Susan Davidson and Duncan Watts are among the ten Penn scholars that have been named to the 2021 class of American Association for the Advancement of Science Fellows. The Penn contingent joins 554 other scientists, engineers, and innovators being recognized by the organization this year for their “scientifically and socially distinguished achievements.”
Professor Emerita and GRASP Lab founder Ruzena Bajcsy was also elected in this year’s class.
The American Association for the Advancement of Science (AAAS) is the world’s largest scientific society and publisher of the Science family of journals. AAAS Fellows are nominated and elected by current AAAS members in a tradition that stretches back to 1874.
Susan Davidson is the Weiss Professor in the School of Engineering and Applied Science’s Department of Computer and Information Science. She is the co-director of the School’s Data Science Program and the founder of Advancing Women in Engineering. Davidson’s research interests include data management for data science, database and web-based systems, provenance, crowdsourcing, and data citation. Davidson recently received the VLDB Women in Database Research Award as well as the 2021 Ruth and Joel Spira Award for Excellence in Teaching.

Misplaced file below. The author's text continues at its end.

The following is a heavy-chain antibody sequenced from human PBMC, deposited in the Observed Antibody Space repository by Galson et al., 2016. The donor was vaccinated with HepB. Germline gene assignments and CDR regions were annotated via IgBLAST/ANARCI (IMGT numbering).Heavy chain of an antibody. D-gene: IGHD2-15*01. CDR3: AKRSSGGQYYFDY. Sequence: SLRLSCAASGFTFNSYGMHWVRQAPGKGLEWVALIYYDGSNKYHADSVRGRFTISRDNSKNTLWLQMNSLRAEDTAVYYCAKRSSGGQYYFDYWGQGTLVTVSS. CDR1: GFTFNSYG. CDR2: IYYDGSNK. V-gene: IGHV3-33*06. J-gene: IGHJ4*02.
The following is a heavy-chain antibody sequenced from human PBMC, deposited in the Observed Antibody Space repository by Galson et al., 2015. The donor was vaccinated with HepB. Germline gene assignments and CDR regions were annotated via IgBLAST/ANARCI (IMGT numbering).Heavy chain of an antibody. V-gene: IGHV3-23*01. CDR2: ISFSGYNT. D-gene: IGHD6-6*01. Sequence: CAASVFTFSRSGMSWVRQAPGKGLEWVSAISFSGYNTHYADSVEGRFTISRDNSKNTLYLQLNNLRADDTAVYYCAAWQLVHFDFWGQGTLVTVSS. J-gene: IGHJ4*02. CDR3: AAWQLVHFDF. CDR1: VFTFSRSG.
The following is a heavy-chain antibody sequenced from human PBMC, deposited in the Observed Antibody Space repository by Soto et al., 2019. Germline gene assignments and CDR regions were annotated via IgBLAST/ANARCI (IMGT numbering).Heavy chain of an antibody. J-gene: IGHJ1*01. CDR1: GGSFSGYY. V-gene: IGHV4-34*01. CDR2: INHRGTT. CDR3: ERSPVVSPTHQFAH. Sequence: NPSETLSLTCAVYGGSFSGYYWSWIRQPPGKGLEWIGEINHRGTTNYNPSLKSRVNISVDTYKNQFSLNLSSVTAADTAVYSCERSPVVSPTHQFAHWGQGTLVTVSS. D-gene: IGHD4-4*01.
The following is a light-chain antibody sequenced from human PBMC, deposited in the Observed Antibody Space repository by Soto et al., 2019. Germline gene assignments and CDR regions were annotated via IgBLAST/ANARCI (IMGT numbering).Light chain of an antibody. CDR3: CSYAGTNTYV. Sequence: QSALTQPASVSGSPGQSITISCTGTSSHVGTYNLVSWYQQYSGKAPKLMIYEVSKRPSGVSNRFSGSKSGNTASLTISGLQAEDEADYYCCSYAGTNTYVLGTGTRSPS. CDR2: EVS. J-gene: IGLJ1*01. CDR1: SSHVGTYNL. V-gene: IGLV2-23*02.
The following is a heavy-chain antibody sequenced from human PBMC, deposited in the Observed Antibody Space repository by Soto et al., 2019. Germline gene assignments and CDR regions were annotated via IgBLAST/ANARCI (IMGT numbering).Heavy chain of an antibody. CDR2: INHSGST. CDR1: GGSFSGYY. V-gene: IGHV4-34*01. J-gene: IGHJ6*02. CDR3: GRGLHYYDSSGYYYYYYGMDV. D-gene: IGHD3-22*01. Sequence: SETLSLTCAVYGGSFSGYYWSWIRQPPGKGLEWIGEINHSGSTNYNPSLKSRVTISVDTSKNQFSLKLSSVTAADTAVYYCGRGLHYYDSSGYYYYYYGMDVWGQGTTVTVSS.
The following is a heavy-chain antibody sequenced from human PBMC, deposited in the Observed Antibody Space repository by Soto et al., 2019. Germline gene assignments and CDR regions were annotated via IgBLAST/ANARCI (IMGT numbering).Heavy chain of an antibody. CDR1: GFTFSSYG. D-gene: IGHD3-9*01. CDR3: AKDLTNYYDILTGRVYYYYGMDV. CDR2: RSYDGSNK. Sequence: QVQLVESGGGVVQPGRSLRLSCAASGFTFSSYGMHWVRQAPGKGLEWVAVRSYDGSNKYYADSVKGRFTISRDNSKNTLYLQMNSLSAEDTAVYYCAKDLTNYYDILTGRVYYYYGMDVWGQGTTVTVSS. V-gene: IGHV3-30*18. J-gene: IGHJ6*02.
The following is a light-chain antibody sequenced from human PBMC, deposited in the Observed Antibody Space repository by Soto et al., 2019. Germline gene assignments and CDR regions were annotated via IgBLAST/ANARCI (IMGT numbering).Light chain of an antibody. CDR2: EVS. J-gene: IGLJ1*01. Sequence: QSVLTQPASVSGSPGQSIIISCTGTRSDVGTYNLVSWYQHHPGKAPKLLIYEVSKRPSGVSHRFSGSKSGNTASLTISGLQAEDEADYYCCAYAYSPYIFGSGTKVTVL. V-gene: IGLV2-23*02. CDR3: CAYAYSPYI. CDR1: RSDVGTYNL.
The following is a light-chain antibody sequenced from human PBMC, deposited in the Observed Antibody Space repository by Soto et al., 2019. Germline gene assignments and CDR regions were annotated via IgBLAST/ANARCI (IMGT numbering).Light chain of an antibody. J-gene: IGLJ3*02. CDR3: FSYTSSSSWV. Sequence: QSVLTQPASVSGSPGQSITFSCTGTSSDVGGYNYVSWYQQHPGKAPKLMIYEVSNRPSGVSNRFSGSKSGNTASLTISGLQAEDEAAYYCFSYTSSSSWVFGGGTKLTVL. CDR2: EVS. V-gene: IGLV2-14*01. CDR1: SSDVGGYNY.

Duncan Watts is a computational social scientist interested in social and organizational networks, collective dynamics of human systems, web-based experiments, and analysis of large-scale digital data, including the production, consumption, and absorption of news. He is the Stevens University Professor and 23rd Penn Integrates Knowledge University Professor. In addition to his appointment at the Annenberg School for Communication, he holds faculty appointments in the Department of Computer and Information Science in the School of Engineering and Applied Science and the Department of Operations, Information, and Decisions in the Wharton School, where he is the inaugural Rowan Fellow.
Ruzena Bajcsy, established the General Robotics, Automation, Sensing, and Perception (GRASP) Lab in 1978 as a member of the Department Computer and Information Science. As director of the GRASP lab, she worked on robotics research, including computer vision, tactile perception, and in general the problem of system identification, and fostered interdisciplinary research activities with faculty specializing in electrical and mechanical engineering, as well as psychology and cognitive science.
Read about the other Penn faculty members elected alongside Davidson and Watts at Penn Today.